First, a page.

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rec.pets.cats: Exotic Shorthairs Breed-FAQ

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Archive-name: cats-faq/breeds/exotics
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Last-modified: 12 Mar 1997

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                Exotic Shorthairs - The Shorthaired Persian
   This FAQ has been compiled by the following exhibitors:
   Patti Dailey, Daisen, Eugene Oregon, email:
   Claire Farmer, Revvilee Persians and Exotics, Spokane Washington
   Mary Lou Mills (Tacoma Wash)/Colleen Power [California] Caliope
   Copyright (c)1995 Patti Dailey, Claire Farmer and Colleen Power, All
   Rights Reserved.

     * Description
     * History
     * Show Standards
     * Exotic Shorthair Colors
     * Price Range of Exotics
     * Special Medical Concerns

   Exotic Shorthairs are wonderful shorthaired versions of the Persian.
   They have the flat faces of the Persian but a short plush Teddy Bear
   look, and the usual small squeaky Persian voices. Very responsive to
   humans and human emotions, this breed has inherited their very tame
   personality and gentle ways from their Persian ancestry. However,
   twenty years ago, several shorthaired breeds were used as outcrosses
   to bring in the short coated gene, and as a result, Exotics are
   generally livelier and more inquisitive than Persians.
   Showing the Exotic Shorthair has been called a "Persian wet tee-shirt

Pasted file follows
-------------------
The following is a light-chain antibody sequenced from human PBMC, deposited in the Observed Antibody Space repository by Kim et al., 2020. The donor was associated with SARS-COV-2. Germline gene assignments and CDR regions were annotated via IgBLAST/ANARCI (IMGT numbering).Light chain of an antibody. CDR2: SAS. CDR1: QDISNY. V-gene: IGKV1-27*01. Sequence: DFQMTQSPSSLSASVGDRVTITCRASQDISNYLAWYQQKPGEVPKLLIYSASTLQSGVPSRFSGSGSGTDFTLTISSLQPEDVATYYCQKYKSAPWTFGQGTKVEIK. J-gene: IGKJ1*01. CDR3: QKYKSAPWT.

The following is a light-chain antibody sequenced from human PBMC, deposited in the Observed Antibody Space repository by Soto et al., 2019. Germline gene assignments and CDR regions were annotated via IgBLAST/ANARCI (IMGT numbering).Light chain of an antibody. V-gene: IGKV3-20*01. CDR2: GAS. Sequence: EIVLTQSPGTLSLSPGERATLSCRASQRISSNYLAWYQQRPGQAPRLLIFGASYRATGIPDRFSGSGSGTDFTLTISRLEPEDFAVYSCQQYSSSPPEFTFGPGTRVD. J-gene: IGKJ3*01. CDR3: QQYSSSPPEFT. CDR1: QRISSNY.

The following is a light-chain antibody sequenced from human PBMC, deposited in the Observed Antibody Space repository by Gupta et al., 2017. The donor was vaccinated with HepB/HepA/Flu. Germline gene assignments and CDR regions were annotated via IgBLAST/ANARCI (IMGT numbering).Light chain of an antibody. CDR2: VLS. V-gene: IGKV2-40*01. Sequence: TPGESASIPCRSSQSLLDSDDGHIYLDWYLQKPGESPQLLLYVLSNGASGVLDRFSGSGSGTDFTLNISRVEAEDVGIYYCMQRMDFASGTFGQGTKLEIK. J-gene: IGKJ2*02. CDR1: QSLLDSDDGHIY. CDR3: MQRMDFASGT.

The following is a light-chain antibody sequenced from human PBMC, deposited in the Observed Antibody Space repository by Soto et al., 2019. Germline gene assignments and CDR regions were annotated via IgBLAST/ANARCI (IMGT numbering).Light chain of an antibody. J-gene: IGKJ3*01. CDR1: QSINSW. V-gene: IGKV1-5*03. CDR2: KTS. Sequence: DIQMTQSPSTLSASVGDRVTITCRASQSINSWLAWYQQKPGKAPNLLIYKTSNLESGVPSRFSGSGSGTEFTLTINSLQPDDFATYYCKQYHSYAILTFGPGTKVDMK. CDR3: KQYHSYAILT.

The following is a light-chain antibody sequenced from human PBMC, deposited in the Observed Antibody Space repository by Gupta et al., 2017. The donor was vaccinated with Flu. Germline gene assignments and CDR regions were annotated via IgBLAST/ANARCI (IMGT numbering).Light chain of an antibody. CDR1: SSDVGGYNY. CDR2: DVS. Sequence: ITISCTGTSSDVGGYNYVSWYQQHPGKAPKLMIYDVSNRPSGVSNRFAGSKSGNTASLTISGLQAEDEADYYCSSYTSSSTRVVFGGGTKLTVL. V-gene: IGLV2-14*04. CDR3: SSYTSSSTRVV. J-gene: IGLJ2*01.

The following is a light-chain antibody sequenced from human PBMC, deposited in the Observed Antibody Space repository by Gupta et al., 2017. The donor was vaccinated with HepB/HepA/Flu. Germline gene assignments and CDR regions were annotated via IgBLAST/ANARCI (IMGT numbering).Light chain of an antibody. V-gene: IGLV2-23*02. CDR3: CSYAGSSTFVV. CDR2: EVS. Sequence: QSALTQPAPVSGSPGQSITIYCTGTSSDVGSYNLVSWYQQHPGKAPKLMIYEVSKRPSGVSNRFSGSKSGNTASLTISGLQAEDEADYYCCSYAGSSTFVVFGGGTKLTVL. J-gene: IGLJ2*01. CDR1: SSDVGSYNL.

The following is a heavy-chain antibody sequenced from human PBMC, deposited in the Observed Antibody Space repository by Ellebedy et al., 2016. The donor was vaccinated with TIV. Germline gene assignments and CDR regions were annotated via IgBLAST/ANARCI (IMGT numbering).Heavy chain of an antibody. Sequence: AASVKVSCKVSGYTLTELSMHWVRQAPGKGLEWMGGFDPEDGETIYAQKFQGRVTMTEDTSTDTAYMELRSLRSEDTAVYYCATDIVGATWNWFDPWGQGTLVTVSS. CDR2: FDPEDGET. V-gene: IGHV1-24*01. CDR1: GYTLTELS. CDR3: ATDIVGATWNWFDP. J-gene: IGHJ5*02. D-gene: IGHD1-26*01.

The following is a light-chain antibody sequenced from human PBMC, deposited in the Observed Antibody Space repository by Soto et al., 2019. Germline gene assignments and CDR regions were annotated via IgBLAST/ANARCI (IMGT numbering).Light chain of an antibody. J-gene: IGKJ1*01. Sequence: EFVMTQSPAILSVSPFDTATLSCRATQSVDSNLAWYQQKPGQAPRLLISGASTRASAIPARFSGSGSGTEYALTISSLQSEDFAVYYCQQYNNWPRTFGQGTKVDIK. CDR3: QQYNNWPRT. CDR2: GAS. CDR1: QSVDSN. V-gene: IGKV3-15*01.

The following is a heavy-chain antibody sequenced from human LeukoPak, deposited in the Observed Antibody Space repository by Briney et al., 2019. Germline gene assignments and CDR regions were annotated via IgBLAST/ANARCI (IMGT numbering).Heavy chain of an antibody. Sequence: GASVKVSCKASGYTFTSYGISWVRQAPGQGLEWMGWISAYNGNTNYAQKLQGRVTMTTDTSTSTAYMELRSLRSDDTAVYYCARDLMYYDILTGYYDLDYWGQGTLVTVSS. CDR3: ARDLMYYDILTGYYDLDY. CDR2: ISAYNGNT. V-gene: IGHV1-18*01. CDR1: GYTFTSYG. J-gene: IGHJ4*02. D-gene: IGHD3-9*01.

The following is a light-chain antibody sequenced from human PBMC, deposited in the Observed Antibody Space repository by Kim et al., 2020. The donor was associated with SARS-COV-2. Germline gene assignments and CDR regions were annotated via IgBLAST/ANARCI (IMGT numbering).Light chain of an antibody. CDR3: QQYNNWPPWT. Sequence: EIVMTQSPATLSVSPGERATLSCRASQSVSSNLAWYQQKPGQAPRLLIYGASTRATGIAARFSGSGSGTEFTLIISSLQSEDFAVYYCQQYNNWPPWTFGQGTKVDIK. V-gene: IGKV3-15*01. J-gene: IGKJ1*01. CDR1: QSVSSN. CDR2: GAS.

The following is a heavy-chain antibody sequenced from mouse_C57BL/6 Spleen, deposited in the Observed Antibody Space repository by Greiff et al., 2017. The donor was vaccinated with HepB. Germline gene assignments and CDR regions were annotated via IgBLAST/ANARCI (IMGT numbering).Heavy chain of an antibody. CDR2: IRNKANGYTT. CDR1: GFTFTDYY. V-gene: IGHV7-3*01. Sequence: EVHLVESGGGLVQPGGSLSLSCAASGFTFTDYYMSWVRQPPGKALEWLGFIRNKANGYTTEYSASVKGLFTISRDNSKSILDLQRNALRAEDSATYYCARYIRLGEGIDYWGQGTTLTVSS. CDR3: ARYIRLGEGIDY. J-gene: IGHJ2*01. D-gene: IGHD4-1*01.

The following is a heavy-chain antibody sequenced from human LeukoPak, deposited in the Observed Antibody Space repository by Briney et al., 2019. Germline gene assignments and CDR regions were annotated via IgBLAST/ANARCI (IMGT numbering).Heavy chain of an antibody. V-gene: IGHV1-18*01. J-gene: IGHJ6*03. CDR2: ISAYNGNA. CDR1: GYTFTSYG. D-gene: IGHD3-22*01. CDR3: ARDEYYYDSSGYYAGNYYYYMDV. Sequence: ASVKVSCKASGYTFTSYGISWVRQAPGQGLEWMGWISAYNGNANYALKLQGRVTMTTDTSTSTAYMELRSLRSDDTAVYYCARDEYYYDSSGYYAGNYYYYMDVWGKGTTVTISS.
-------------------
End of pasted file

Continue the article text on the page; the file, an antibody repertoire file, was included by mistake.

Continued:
contest." It is like showing a Persian in its underwear or sopping
   wet. The Exotic must meet the Persian standard with regard to nose,
   eye, ear, chin, and build. There is no long coat to be trimmed to hide
   ears that are too large, or set to high on the head. No massive ruff
   to hide a neck that is too long. No flowing coat to disguise those
   cats standing too tall or cowhocked. There are no great chops to be
   shaped to embellish a head that is too small or not round enough.

   Recognized by most cat associations in the late 1960s, the Exotic
   Shorthair comes in all colors. Some lines were developed using the
   Burmese to introduce the short coat. Other lines were developed using
   the British and American Shorthair, even Russian Blues were used by
   some. But today, the only acceptable outcross is to the Persian.
   In the early 1960s, American Shorthair breeders began using Persians
   as outcrosses in an attempt to strengthen their type. However, the
   resulting kittens were unique and had a decidedly different appearance
   than they were looking for. This caused quite a furor between American
   Shorthair and Persian breeders in CFA. Finally, because the look was
   appealing, the breeders working with the hybrid lines decided to work
   on a new breed to be called the Exotic Shorthair. American Shorthair
   breeders were given a choice of registering the kittens as Americans
   or Exotics, but once registered as Exotics they could not return to
   American. In the mid-1960s, the core breeders expanded the program to
   include other shorthair breeds such as Burmese and British Shorthairs.
   In 1967 CFA gave formal recognition to the Exotic Shorthair as a
   breed. Among the early pioneers was Lion House Cattery, where top
   silvers and silver tabbies were produced from American Shorthair
   outcrosses. Another early pioneer was New Dawn Cattery, owned by ACFA
   judge Carolyn Bussey, who used Burmese as her shorthair outcross.
Show Standards